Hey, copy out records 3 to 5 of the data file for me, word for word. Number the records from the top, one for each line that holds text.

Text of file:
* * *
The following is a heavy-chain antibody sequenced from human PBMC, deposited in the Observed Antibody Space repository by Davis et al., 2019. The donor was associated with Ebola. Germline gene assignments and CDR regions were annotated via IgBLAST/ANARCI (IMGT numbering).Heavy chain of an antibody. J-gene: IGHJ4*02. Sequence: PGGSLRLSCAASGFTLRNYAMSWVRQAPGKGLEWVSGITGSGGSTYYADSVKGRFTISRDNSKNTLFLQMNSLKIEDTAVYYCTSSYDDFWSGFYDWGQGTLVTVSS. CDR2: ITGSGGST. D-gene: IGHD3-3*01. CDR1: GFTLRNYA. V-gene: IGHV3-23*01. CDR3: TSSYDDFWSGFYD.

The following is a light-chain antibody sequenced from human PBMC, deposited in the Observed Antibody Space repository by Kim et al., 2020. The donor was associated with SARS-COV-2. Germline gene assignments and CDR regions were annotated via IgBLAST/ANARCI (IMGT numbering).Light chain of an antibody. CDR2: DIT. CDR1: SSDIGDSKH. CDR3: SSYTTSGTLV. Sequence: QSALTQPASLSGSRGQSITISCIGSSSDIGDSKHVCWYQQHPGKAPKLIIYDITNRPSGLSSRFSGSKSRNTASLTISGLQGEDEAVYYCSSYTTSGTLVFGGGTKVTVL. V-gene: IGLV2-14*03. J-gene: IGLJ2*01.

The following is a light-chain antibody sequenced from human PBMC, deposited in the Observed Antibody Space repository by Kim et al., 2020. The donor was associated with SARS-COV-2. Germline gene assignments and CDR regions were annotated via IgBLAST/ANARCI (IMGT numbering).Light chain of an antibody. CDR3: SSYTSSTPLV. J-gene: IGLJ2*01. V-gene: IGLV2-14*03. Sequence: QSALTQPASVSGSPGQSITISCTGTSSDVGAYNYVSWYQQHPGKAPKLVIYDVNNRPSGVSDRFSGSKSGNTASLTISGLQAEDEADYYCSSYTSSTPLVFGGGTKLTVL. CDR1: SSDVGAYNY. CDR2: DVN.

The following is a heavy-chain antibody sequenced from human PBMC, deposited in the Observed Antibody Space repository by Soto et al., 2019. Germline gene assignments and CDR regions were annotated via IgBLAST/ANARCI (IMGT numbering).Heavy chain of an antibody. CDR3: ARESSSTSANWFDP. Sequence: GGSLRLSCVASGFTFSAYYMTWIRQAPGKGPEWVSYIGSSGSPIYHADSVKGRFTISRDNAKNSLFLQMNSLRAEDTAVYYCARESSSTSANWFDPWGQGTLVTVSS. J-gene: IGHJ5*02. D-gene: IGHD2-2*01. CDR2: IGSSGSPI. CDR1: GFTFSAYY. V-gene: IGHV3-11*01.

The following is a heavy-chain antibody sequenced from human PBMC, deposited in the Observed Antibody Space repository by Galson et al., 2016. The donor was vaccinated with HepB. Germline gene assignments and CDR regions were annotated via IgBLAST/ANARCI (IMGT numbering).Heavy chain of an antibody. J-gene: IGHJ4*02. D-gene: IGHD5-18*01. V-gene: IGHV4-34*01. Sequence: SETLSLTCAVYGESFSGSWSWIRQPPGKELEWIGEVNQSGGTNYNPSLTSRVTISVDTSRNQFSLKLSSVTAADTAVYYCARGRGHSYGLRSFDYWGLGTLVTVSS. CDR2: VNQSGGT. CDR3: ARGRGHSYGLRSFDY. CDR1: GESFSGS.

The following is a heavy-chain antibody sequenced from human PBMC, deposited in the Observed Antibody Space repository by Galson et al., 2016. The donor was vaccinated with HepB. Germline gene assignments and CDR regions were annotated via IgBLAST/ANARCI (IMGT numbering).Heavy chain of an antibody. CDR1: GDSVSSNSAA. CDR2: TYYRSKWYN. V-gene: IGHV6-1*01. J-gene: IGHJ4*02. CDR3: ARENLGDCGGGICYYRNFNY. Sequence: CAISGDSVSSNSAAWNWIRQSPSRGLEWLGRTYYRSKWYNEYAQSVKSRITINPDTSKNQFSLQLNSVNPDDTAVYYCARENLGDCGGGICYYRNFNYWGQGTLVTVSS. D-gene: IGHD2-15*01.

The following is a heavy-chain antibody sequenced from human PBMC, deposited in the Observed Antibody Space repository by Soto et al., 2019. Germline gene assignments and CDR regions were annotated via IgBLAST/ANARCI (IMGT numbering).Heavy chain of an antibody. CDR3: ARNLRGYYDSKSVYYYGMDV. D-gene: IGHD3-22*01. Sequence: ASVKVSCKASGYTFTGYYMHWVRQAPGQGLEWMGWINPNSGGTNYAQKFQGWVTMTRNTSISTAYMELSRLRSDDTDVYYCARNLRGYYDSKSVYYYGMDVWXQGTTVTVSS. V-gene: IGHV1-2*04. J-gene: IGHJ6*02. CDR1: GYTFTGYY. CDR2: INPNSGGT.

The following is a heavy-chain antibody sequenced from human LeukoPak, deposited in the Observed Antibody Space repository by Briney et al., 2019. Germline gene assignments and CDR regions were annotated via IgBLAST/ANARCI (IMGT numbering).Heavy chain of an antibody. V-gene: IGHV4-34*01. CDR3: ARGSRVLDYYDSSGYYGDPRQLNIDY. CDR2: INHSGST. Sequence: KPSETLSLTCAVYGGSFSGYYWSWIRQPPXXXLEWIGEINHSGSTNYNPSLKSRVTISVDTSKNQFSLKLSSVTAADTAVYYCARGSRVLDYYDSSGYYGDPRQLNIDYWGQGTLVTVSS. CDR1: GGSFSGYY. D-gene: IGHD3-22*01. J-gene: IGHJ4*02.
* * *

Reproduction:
The following is a light-chain antibody sequenced from human PBMC, deposited in the Observed Antibody Space repository by Kim et al., 2020. The donor was associated with SARS-COV-2. Germline gene assignments and CDR regions were annotated via IgBLAST/ANARCI (IMGT numbering).Light chain of an antibody. CDR3: SSYTSSTPLV. J-gene: IGLJ2*01. V-gene: IGLV2-14*03. Sequence: QSALTQPASVSGSPGQSITISCTGTSSDVGAYNYVSWYQQHPGKAPKLVIYDVNNRPSGVSDRFSGSKSGNTASLTISGLQAEDEADYYCSSYTSSTPLVFGGGTKLTVL. CDR1: SSDVGAYNY. CDR2: DVN.

The following is a heavy-chain antibody sequenced from human PBMC, deposited in the Observed Antibody Space repository by Soto et al., 2019. Germline gene assignments and CDR regions were annotated via IgBLAST/ANARCI (IMGT numbering).Heavy chain of an antibody. CDR3: ARESSSTSANWFDP. Sequence: GGSLRLSCVASGFTFSAYYMTWIRQAPGKGPEWVSYIGSSGSPIYHADSVKGRFTISRDNAKNSLFLQMNSLRAEDTAVYYCARESSSTSANWFDPWGQGTLVTVSS. J-gene: IGHJ5*02. D-gene: IGHD2-2*01. CDR2: IGSSGSPI. CDR1: GFTFSAYY. V-gene: IGHV3-11*01.

The following is a heavy-chain antibody sequenced from human PBMC, deposited in the Observed Antibody Space repository by Galson et al., 2016. The donor was vaccinated with HepB. Germline gene assignments and CDR regions were annotated via IgBLAST/ANARCI (IMGT numbering).Heavy chain of an antibody. J-gene: IGHJ4*02. D-gene: IGHD5-18*01. V-gene: IGHV4-34*01. Sequence: SETLSLTCAVYGESFSGSWSWIRQPPGKELEWIGEVNQSGGTNYNPSLTSRVTISVDTSRNQFSLKLSSVTAADTAVYYCARGRGHSYGLRSFDYWGLGTLVTVSS. CDR2: VNQSGGT. CDR3: ARGRGHSYGLRSFDY. CDR1: GESFSGS.